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    I assume Epo intended the data members Heal and Rgeneration, which are of type int, to be what he called an Ability attribute of each CPlayer object. He intends to set the values to zero in the constructor and then presumably will increase their value during the process of a "game" as a "reward" for a CPlayer object successfully completed a variety of tasks, and decrease their value if an opponent is successful at achieving their goals.
    Code:
    //CPlayer.h
    class CPlayer
    {
    	//data member with private access
    	int Heal;
    	
    	public:
    	  //initialize data member in default constructor to 0
    	  CPlayer() : Heal(0) {}
     
    	 //provide public methods to change/retrieve value of Heal
    	  void changeHeal(int n) {Heal += n;}
    	  int getHeal() {return Heal;} const;	  
    };
    Last edited by elad; 08-26-2005 at 12:15 PM.
    You're only born perfect.

  5. #20
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    i see.... well maybe it would help if i explained exactly what this program is. What i want it to do is save all the skill selelctions in a file and create sort of a charcter file with everything in it, its not for a computer game or anything like that, just for a charcter guide, maybe that will help a little?

  6. #21
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    If you overload the << operator you can write all the attributes you want for each CPlayer object you want to whatever file you want.

    Overloading the >> will allow you to read the data in the file back to a CPlayer object.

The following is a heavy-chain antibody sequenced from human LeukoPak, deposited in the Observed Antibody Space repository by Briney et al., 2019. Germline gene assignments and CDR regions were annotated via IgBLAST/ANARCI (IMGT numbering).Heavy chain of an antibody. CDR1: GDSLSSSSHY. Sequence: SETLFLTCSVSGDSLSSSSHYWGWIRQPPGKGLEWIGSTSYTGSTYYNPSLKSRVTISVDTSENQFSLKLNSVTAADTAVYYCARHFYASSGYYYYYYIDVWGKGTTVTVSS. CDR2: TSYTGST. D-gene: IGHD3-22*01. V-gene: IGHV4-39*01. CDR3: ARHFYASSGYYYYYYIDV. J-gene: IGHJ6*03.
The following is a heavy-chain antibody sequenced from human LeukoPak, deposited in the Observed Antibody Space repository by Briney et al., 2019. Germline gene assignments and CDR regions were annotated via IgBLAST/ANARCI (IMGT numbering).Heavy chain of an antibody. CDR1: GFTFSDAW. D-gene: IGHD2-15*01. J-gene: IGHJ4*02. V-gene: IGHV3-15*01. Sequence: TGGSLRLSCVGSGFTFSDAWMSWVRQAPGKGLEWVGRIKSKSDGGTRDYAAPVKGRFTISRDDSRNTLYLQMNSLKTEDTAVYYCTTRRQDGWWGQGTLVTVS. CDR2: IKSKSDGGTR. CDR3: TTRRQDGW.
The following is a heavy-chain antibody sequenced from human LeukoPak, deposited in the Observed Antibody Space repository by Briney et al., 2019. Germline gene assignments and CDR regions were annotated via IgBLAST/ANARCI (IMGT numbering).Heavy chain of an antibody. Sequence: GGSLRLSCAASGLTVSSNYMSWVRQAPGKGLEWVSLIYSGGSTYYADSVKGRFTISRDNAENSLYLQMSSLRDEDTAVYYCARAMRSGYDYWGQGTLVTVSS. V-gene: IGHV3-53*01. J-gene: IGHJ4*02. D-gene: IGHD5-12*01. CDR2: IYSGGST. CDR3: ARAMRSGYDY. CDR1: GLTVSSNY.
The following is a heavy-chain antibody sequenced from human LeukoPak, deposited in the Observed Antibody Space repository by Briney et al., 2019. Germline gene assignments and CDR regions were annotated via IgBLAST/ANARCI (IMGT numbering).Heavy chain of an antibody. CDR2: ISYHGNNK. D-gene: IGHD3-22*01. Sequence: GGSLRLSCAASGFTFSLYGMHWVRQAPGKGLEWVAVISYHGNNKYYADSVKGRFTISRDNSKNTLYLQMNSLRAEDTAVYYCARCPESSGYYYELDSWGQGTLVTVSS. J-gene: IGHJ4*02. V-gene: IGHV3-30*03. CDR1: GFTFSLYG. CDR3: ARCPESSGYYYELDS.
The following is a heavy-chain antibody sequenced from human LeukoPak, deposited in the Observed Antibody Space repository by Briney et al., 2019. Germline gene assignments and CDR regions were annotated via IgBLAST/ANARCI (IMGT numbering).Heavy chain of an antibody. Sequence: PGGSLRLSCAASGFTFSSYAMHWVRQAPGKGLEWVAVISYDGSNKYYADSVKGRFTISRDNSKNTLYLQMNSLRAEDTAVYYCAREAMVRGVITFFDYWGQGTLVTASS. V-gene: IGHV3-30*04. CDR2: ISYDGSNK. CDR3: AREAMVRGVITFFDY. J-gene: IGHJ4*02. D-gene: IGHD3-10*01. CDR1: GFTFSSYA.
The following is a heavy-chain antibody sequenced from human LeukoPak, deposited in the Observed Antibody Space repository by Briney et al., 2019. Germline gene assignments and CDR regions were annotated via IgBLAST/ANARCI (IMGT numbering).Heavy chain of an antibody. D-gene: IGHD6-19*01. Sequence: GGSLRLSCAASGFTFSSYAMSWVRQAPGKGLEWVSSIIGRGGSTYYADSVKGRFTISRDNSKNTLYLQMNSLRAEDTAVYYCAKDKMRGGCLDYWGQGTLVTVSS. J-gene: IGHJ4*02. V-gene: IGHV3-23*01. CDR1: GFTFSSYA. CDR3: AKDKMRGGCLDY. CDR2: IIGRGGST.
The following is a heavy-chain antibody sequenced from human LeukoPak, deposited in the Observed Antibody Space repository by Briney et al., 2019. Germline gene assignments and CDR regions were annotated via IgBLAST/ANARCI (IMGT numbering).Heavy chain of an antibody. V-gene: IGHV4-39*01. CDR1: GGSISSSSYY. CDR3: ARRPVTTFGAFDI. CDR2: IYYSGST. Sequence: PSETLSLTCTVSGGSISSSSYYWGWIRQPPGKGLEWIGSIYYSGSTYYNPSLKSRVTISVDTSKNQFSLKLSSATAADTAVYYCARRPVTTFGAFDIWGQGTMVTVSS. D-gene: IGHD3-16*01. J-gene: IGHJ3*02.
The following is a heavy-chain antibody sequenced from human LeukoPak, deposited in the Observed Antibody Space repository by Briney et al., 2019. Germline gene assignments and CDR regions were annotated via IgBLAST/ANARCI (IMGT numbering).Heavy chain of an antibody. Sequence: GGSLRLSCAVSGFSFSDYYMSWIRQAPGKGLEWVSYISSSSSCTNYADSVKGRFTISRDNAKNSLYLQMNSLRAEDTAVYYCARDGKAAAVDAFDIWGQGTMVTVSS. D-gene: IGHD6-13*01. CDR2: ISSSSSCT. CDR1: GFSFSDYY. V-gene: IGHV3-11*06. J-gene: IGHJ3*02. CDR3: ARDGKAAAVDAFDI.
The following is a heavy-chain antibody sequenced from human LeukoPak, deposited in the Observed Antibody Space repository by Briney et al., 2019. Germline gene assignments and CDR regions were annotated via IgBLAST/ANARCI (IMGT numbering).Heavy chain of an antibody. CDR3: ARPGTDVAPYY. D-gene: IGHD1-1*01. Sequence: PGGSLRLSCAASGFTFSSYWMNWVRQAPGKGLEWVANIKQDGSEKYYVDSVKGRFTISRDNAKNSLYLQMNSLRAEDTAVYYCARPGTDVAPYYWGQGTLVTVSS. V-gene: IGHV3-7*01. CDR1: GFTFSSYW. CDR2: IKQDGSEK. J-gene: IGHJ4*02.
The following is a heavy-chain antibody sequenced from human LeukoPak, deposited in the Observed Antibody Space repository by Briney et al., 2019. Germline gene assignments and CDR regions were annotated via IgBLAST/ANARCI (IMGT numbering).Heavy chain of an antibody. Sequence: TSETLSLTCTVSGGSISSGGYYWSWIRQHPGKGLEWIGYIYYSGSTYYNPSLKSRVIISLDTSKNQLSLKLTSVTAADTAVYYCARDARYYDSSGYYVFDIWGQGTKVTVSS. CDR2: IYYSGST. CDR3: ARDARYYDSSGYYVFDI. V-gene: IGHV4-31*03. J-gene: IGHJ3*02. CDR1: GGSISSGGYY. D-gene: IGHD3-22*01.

Overloading the << and >> are common topics of discussion/tutorials and I would encourage you to look into the process further on your own.

    Here's a very simple version for a simple CPlayer class.

    CAUTION: the following code has not been compiled or tested (no compiler available). You will need to test it and adjust the techniques demonstrated by it for your own use.
    Code:
    #include <iostream>
    #include <ifstream>
    
    class CPlayer
    {
       int Heal;
    
       public:
         CPlayer () : Heal(0) {};
         void changeHeal(int n) {Heal += n;}
         int getHeal() {return Heal;} const;
    
         friend ostream & operator << (ostream & os, const CPlayer & p)
         {
            os << Heal << std::endl;
            return os;
         }
    
         friend istream & operator >> (istream & is, CPlayer & p)
          {
             is >> Heal;
             return is;
          }
    };
    
    
    int main()
    {
       //use default constructor to declare CPlayer object